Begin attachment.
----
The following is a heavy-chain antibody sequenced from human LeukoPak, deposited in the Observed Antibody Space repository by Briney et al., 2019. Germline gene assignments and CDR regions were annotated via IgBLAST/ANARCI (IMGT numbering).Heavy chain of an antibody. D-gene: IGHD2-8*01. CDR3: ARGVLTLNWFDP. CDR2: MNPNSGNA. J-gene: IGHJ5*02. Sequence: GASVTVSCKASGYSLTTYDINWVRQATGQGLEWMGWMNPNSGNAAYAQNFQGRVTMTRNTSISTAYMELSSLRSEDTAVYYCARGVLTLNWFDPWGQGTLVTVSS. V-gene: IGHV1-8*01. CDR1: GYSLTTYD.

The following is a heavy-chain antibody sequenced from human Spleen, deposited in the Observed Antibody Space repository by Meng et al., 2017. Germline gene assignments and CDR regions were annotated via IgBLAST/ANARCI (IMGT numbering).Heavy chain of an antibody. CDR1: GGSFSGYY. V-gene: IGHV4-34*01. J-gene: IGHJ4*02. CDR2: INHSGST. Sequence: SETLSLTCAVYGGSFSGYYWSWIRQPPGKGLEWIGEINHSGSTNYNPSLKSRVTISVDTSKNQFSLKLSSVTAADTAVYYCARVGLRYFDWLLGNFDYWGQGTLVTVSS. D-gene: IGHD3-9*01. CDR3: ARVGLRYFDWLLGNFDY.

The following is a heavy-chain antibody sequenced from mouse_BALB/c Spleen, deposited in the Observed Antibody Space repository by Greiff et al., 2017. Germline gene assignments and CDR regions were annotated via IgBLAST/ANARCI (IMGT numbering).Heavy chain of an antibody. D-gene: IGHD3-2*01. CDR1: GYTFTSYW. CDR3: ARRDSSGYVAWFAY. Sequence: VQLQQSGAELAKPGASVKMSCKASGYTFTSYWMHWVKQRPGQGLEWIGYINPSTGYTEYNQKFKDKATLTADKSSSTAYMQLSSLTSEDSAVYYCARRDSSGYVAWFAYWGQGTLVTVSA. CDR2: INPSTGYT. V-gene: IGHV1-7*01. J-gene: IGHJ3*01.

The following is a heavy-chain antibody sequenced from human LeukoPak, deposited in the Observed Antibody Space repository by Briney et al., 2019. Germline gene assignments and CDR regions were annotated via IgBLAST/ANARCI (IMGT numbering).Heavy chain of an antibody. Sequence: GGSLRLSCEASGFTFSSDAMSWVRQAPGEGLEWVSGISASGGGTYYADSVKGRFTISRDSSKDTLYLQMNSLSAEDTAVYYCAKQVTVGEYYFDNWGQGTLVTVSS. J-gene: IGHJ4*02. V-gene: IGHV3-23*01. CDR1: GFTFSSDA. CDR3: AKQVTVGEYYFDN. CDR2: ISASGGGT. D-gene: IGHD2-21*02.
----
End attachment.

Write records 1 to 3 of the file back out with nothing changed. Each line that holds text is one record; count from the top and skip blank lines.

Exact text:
The following is a heavy-chain antibody sequenced from human LeukoPak, deposited in the Observed Antibody Space repository by Briney et al., 2019. Germline gene assignments and CDR regions were annotated via IgBLAST/ANARCI (IMGT numbering).Heavy chain of an antibody. D-gene: IGHD2-8*01. CDR3: ARGVLTLNWFDP. CDR2: MNPNSGNA. J-gene: IGHJ5*02. Sequence: GASVTVSCKASGYSLTTYDINWVRQATGQGLEWMGWMNPNSGNAAYAQNFQGRVTMTRNTSISTAYMELSSLRSEDTAVYYCARGVLTLNWFDPWGQGTLVTVSS. V-gene: IGHV1-8*01. CDR1: GYSLTTYD.

The following is a heavy-chain antibody sequenced from human Spleen, deposited in the Observed Antibody Space repository by Meng et al., 2017. Germline gene assignments and CDR regions were annotated via IgBLAST/ANARCI (IMGT numbering).Heavy chain of an antibody. CDR1: GGSFSGYY. V-gene: IGHV4-34*01. J-gene: IGHJ4*02. CDR2: INHSGST. Sequence: SETLSLTCAVYGGSFSGYYWSWIRQPPGKGLEWIGEINHSGSTNYNPSLKSRVTISVDTSKNQFSLKLSSVTAADTAVYYCARVGLRYFDWLLGNFDYWGQGTLVTVSS. D-gene: IGHD3-9*01. CDR3: ARVGLRYFDWLLGNFDY.

The following is a heavy-chain antibody sequenced from mouse_BALB/c Spleen, deposited in the Observed Antibody Space repository by Greiff et al., 2017. Germline gene assignments and CDR regions were annotated via IgBLAST/ANARCI (IMGT numbering).Heavy chain of an antibody. D-gene: IGHD3-2*01. CDR1: GYTFTSYW. CDR3: ARRDSSGYVAWFAY. Sequence: VQLQQSGAELAKPGASVKMSCKASGYTFTSYWMHWVKQRPGQGLEWIGYINPSTGYTEYNQKFKDKATLTADKSSSTAYMQLSSLTSEDSAVYYCARRDSSGYVAWFAYWGQGTLVTVSA. CDR2: INPSTGYT. V-gene: IGHV1-7*01. J-gene: IGHJ3*01.